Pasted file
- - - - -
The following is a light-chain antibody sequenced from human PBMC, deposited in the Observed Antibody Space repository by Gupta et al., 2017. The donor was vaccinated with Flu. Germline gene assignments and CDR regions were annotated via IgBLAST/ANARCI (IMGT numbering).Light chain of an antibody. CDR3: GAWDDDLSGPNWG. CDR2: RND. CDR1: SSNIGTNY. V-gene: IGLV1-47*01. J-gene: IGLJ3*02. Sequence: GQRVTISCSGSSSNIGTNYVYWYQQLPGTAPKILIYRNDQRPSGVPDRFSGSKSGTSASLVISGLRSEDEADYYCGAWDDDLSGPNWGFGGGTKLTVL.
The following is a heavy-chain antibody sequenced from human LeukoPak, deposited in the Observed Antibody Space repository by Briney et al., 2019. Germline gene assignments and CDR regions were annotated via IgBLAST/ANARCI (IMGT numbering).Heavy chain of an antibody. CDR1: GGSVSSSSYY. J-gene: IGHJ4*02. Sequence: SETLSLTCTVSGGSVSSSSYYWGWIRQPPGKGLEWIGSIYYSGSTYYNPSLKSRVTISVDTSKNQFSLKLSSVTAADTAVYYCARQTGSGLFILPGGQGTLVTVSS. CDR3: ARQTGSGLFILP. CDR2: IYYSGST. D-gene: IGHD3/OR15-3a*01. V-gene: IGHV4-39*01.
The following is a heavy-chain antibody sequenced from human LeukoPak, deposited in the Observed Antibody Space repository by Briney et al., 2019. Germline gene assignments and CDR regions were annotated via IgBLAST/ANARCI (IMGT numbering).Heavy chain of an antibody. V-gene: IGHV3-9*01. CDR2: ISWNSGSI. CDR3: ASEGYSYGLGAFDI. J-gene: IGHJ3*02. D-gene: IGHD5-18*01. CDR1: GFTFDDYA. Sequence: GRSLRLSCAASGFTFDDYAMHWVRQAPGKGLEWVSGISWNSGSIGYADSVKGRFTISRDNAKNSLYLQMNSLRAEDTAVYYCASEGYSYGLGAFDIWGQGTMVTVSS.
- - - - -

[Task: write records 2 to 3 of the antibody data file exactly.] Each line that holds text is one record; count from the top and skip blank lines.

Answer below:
The following is a heavy-chain antibody sequenced from human LeukoPak, deposited in the Observed Antibody Space repository by Briney et al., 2019. Germline gene assignments and CDR regions were annotated via IgBLAST/ANARCI (IMGT numbering).Heavy chain of an antibody. CDR1: GGSVSSSSYY. J-gene: IGHJ4*02. Sequence: SETLSLTCTVSGGSVSSSSYYWGWIRQPPGKGLEWIGSIYYSGSTYYNPSLKSRVTISVDTSKNQFSLKLSSVTAADTAVYYCARQTGSGLFILPGGQGTLVTVSS. CDR3: ARQTGSGLFILP. CDR2: IYYSGST. D-gene: IGHD3/OR15-3a*01. V-gene: IGHV4-39*01.
The following is a heavy-chain antibody sequenced from human LeukoPak, deposited in the Observed Antibody Space repository by Briney et al., 2019. Germline gene assignments and CDR regions were annotated via IgBLAST/ANARCI (IMGT numbering).Heavy chain of an antibody. V-gene: IGHV3-9*01. CDR2: ISWNSGSI. CDR3: ASEGYSYGLGAFDI. J-gene: IGHJ3*02. D-gene: IGHD5-18*01. CDR1: GFTFDDYA. Sequence: GRSLRLSCAASGFTFDDYAMHWVRQAPGKGLEWVSGISWNSGSIGYADSVKGRFTISRDNAKNSLYLQMNSLRAEDTAVYYCASEGYSYGLGAFDIWGQGTMVTVSS.